Machine learning for the layperson: pt3

K-nearest neighbors, the easy one

Science-y

In the last installment of ML for the layperson: pt2, we covered linear regression as well as the core concepts of most machine learning models. While linear regression isn’t exactly the most “inspired” or sophisticated of machine learning methods, there were quite a few concepts to cover with a decent amount of math. We’re going to need all those concepts later but for now, we’re taking a break. With that in mind, we’re covering k-nearest neighbors for this installment.

the og

Just as we did in part two, the first thing we do is choose our features and treat those like they are values for position in space.

For quick refresher, features are just the characteristics we decide are important. I might say a house’s features are the number of bathrooms and its size in square feet. Then, if I had a house that had 3 bathrooms and 10,000 square feet, I might say it is three units to the right (x=3) and 10,000 units up(y-10,000). If we had four features(or 5,6,7….) that’s okay too. We don’t need to be able to picture them in 4 dimensional space. The math will take care of itself.

Let’s say we are trying to teach a computer to tell the difference between a cat and a dog using weight and height as our features. Dogs are generally bigger so you can imagine that they will tend to be to the upper right, while cats will tend to be towards the lower left

2 features because 2d is easy to visualize. Could be 30. Computer doesn’t care

And then we introduce a mystery animal with weight: 31 lbs and height: 32 inches

We can use k-nearest neighbors to try to decide what this thing is.

All we need to do is have the computer “ask” the k-nearest things what they are and use that to make a judgment call. But what does that “k” mean? k is just an arbitrary variable for us to choose. It could be the nearest one neighbor(s)

Of the 1-nearest neighbors, 1 is a dog and 0 are cats. Therefore, I think this is a dog

the nearest two neighbors:

Of the 2-nearest neighbors, 1 is a dog and 1 is a cat. Therefore, it’s a tie and I don’t know what this is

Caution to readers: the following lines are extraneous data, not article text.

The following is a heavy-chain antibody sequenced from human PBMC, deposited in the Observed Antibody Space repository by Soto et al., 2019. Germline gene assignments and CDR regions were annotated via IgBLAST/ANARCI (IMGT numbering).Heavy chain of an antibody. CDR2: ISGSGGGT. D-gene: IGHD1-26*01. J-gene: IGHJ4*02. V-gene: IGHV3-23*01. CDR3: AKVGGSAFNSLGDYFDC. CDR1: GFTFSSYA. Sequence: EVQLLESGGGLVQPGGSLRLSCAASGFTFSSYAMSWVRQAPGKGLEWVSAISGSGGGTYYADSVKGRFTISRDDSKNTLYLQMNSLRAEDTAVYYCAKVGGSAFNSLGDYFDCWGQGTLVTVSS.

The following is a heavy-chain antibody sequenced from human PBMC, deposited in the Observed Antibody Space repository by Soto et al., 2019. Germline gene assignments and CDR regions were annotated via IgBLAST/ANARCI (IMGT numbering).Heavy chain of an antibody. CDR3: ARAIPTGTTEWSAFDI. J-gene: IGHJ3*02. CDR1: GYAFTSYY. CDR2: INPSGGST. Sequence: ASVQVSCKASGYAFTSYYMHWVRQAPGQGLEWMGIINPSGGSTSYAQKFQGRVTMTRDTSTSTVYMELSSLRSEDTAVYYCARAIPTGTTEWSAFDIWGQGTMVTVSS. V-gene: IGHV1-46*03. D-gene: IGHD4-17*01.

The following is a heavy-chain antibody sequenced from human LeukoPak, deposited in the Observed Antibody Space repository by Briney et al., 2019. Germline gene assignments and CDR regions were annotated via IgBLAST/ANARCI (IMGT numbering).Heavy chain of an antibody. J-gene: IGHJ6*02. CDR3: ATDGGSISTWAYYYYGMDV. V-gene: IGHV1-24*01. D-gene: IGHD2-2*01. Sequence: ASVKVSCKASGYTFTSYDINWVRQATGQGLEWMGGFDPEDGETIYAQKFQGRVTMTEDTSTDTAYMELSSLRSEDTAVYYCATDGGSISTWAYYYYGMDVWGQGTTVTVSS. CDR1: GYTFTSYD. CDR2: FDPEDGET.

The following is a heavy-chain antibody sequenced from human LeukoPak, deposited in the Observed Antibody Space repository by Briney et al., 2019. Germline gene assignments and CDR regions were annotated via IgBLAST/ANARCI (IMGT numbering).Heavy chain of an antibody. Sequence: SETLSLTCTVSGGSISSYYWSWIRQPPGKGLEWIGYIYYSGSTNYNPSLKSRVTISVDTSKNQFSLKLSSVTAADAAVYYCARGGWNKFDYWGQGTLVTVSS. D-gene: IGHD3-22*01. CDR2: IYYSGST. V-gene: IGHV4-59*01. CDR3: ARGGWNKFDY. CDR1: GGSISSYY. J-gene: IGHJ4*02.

the four nearest neighbors:

Okay, that other dog is probably closer but you get the idea

Of the 4-nearest neighbors, 3 are dogs and 1 is a cat. Therefore, I think this is a dog

or the ten nearest neighbors:

What a mess

Of the 10-nearest neighbors, 5 are dogs and 5 are cats. Therefore, it’s a tie and I don’t know what this is

Our computer just reaches out to however many neighbors we tell it to, from the closest neighbor up to the furthest, and asks them “what are you?” Then it makes a choice. “Well, most of the neighbors are (blank), therefore, this must be (blank) as well.” As you may have guessed, the number we choose for k matters. If k is too small we may be too confident in our first inclinations. Too large and we may consider too many things and become wishy-washy. This is actually a topic in it’s own right (bias vs variance) to be covered soon.

Even though this seems super simple, It actually qualifies as machine learning. Our program was never told anything about what makes a dog a dog or what makes a cat a cat. It just compared a new animal to some examples and used that to make a guess. It is completely dependent on the examples it’s given. Our example had cats and dogs nicely separated because of the features we chose (and the animals I conveniently made up) but it wouldn’t do so well if the animals were scattered randomly in space according to less useful features.

In terms of the math we need behind the scenes to pull this off, all we need to know is the distance formula. In high school, you probably saw it written like this:

HS algebra called, it wants its formula back

This gives you the distance in two dimensions. It basically just says “take the difference of the X values and square them, do the same to the Y values, add them together and take the square root. This is the two dimensional version but it can be generalized to any dimensions. Here’s what it looks like in 3d:

pretty familiar

As you can see, it’s pretty much the same formula. We’re just doing the Same thing with the Z dimension. We can get even more general with this function:

more general

This just says “For every dimension we have: square the difference and add it to the others. When you’re done, take the square root”

That’s how we knew which neighbors to choose in our example. For 2-nearest neighbors, we considered the two neighbors shown with the red lines because those were the two shortest lines we could have drawn from our mystery animal to any other animal.

And that’s all there is. If you can take the distance between two points, we can represent just about anything as points in space and use those distances to classify things like we did with the cats and dogs.

If you enjoyed this post or have ideas to improve it, let me know! I like to write about things I think are relevant to my path as a growing developer so expect general ramblings on ~self improvement~ and ~Computer Science~ wooOOoo

info/contact at camwhite.io

Here’s some other stuff I wrote: